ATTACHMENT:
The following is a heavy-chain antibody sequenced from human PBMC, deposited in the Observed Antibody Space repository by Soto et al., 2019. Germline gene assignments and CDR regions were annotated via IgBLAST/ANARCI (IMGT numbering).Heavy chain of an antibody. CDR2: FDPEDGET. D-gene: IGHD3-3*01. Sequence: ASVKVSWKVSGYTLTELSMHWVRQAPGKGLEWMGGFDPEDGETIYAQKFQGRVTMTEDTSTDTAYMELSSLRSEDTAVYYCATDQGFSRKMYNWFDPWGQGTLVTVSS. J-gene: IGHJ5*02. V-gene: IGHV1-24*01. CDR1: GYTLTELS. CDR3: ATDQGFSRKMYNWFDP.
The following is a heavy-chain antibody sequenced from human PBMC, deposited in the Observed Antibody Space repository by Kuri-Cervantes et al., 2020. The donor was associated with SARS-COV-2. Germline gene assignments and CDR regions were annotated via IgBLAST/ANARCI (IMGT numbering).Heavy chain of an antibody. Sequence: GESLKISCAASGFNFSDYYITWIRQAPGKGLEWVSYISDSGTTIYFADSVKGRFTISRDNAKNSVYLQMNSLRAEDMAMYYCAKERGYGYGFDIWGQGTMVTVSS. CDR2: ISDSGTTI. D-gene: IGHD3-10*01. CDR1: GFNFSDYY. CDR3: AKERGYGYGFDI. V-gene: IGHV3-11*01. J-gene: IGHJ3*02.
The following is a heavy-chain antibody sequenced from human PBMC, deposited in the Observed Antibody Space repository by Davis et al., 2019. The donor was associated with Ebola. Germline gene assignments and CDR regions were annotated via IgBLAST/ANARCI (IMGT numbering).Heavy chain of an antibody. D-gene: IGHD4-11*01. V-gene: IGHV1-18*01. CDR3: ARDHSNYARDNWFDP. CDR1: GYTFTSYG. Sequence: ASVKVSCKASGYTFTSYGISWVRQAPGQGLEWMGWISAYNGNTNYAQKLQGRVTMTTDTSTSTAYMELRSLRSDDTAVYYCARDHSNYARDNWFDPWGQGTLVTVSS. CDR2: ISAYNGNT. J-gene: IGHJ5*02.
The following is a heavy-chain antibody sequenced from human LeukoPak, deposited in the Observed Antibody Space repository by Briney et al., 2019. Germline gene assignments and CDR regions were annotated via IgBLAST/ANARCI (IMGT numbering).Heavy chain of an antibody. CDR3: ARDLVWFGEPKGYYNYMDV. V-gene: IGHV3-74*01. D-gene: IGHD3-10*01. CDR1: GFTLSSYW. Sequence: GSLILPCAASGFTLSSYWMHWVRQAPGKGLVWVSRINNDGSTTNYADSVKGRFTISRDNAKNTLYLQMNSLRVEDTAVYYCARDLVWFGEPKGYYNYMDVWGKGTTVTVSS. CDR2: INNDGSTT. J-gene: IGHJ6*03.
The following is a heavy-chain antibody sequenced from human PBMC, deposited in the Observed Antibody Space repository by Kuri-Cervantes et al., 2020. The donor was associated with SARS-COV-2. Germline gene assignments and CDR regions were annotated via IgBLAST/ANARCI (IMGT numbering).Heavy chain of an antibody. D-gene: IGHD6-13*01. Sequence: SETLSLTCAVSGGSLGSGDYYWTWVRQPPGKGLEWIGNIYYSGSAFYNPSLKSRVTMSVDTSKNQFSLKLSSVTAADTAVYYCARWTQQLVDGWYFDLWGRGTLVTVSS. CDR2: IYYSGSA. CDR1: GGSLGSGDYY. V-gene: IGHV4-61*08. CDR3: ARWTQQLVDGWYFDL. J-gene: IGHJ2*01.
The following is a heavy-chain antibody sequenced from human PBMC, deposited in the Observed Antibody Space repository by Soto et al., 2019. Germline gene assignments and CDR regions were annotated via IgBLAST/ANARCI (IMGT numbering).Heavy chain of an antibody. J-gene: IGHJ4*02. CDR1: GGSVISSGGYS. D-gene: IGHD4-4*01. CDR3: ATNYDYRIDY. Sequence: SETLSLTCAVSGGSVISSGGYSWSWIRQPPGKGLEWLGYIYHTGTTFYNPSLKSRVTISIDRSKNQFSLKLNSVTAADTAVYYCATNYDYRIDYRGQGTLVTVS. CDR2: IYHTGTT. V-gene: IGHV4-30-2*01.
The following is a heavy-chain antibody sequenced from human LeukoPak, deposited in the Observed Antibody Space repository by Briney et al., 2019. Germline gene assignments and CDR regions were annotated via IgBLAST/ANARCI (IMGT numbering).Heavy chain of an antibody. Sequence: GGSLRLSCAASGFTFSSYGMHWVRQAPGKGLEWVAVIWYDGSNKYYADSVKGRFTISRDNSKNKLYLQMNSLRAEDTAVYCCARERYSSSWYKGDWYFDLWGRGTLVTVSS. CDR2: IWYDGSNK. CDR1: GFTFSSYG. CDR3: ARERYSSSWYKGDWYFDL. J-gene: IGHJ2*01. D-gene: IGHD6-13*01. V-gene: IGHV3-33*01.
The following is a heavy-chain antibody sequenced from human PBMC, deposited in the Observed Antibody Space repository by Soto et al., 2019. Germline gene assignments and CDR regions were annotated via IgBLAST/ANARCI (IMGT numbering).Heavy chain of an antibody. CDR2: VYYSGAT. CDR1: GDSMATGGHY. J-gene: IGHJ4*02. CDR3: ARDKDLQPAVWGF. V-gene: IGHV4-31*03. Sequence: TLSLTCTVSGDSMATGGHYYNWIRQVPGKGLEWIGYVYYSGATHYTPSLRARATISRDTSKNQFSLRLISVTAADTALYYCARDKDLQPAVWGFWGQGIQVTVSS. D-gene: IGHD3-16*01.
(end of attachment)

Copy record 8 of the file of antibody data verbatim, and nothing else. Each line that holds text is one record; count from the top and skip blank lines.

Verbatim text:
The following is a heavy-chain antibody sequenced from human PBMC, deposited in the Observed Antibody Space repository by Soto et al., 2019. Germline gene assignments and CDR regions were annotated via IgBLAST/ANARCI (IMGT numbering).Heavy chain of an antibody. CDR2: VYYSGAT. CDR1: GDSMATGGHY. J-gene: IGHJ4*02. CDR3: ARDKDLQPAVWGF. V-gene: IGHV4-31*03. Sequence: TLSLTCTVSGDSMATGGHYYNWIRQVPGKGLEWIGYVYYSGATHYTPSLRARATISRDTSKNQFSLRLISVTAADTALYYCARDKDLQPAVWGFWGQGIQVTVSS. D-gene: IGHD3-16*01.